the pine wood range is particularly well calculated.
We wish him success, as the introduction of this branch of industry
will increase our domestic comforts and facilities . . . .”
the early years in America, the German herdsmen naturally enough continued
with the practices of their homeland.
In 1833, a religious writer related an anecdote given to him by
another clergyman, as illustrative of the 23rd Psalm, noting that in
America the shepherd usually followed the sheep:
year or two since, I heard in Boston, that some person had imported a
large flock of Saxony sheep, and that they had just arrived in the
city. One morning I happened to look out of my window at the moment
they were passing by. And I was delighted at the illustration of
Scripture, which the scene afforded.
were probably an hundred or an hundred and fifty in the flock. The
shepherd, who had come over to this country to take care of them, went
before the flock. He held his right hand behind him, with the palm,
turned towards the sheep. A large buck followed close behind, almost
touching with his forehead the palm of the shepherd's hand. The rest
of the flock were arranged in very regular order, behind the leader,
somewhat in the form of a wedge.
shepherd's dog followed behind the whole, urging on, the few straggling
sheep, who were disposed to linger.
the shepherd turned a corner, the leader of the flock obeyed the turn of
his hand, and thus the whole number were led, without
the least difficulty, through any part of the city.’
the years of 1832 to 1834, Prince of Maximiliam of Wied traveled in
America with the Swiss painter Karl Bodmer.
He wrote about his travels in four volumes that were published in
1843. In Ohio he came upon the
settlement of Zoar, “a pretty
settlement of Wurtemberg Separatists,” headed by a man whose name is
given as Baeumler.
1833, this colony had sixty very neat
buildings, all roofed with new red tiles, which are not common in America,
and which looked remarkably well in the green valley . . . The Ohio
Gazetteer says, that the settlement was originally founded on a piece of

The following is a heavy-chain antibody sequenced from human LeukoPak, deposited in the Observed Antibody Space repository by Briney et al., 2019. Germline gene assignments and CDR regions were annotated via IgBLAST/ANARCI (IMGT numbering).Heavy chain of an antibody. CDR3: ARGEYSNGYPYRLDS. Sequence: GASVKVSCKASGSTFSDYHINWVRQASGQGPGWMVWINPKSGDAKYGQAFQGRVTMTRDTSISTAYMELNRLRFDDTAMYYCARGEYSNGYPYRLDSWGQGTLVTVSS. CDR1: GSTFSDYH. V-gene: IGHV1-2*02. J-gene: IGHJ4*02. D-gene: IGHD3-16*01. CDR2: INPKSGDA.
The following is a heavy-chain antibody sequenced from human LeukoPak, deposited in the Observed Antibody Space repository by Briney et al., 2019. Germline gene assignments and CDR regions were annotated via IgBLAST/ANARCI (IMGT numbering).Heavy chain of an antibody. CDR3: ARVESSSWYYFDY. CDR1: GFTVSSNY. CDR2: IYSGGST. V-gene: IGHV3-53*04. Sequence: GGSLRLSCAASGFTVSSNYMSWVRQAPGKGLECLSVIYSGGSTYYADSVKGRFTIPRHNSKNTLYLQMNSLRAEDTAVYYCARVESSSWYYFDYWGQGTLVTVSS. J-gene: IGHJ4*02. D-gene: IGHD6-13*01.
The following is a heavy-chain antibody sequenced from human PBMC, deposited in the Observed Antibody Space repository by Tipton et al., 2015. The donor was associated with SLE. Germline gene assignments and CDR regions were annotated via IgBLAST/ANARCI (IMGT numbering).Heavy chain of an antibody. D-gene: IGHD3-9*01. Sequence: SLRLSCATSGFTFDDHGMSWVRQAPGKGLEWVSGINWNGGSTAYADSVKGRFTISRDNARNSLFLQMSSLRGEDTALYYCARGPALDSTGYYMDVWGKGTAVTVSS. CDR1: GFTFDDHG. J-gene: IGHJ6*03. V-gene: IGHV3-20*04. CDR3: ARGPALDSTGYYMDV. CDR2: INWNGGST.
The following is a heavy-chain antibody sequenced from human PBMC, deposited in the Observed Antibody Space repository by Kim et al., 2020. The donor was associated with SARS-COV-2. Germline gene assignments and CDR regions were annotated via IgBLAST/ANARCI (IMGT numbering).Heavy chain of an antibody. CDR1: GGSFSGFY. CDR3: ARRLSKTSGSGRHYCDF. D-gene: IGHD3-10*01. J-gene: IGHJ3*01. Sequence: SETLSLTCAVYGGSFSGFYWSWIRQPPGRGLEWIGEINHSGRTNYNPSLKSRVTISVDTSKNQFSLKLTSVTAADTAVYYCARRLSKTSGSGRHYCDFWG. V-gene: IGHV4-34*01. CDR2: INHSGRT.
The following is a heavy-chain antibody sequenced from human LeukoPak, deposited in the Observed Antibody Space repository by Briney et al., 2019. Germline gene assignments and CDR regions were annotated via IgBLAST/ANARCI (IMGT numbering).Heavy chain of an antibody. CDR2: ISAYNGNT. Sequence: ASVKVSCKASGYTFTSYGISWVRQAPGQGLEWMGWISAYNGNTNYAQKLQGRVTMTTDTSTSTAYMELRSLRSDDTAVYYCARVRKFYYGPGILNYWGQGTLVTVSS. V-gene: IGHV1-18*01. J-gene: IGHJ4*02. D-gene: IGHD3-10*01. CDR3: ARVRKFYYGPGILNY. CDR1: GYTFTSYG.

land of 4,000 acres, which the company purchased in 1810, and the greater
part of which is now well cultivated. The
Separatists possess, besides, 1500 or 2000 acres of land in the vicinity,
as well as some vineyards, which are said to produce very good wine. . .
A long wooden bridge is thrown across the canal and
the river . . . Just as I was
at the spot, the shepherd drove a numerous flock of sheep over the bridge,
and answered my questions in genuine Swabian German. His
entire dress and equipments were quite in the German fashion: a shepherd's
crook, a broad leather bandolier, ornamented with brass figures, a flat
broad-brimmed hat, and a large grey coat; a costume very uncommon in
America. His dogs, too, were exceedingly careful in keeping the flock
town of Zoar remains today, but as happened with many communal
settlements, cohesion was lost after the passing of the early leaders, and
the communal society began to decline.
Toward the end of 19th century the remaining residents decided to
dissolve the society and divide the property.
New York, around 1843, another community of German religious separatists
incorporated near Buffalo and called their village Ebenezer (today it is
the town of West Seneca). They
bought 8,000 acres of wild land and set about making improvements.
The correspondent of The Cultivator, a monthly agricultural magazine published in
Albany, NY, wrote that they numbered
souls, and are expecting large additions from Germany during the present
season. They have already
built up three compact villages a mile or two apart; numbering about 100
large and commodious dwelling houses, some 30 or 40 barns . . . four saw
mills, one flour mill, one oil mill, a large woolen factory, a calico
printing establishment, a tannery, a large variety of mechanic’s shops,
school houses, &c., &c.; and have large herds of horses, cattle
and swine, and over 2000 sheep . . . .
barns, spacious and well ventilated, are provide for horses, oxen, cows,
yearlings, calves, and sheep, so that they are all sheltered in the most
comfortable manner through the winter, and the apartments for the sheep
are thoroughly white-washed four or five times a year.
Thus they promote health and increase the weight and fineness of
the fleece. The sheep are
divided into parcels and each is in the constant attendance of a shepherd
and his dog during the day, in summer, and driven up every night and
hurdled; and the land thus manured by them during the night, is at the
proper time sown with turnips. The
cattle are also kept in separate classes; and each is under the constant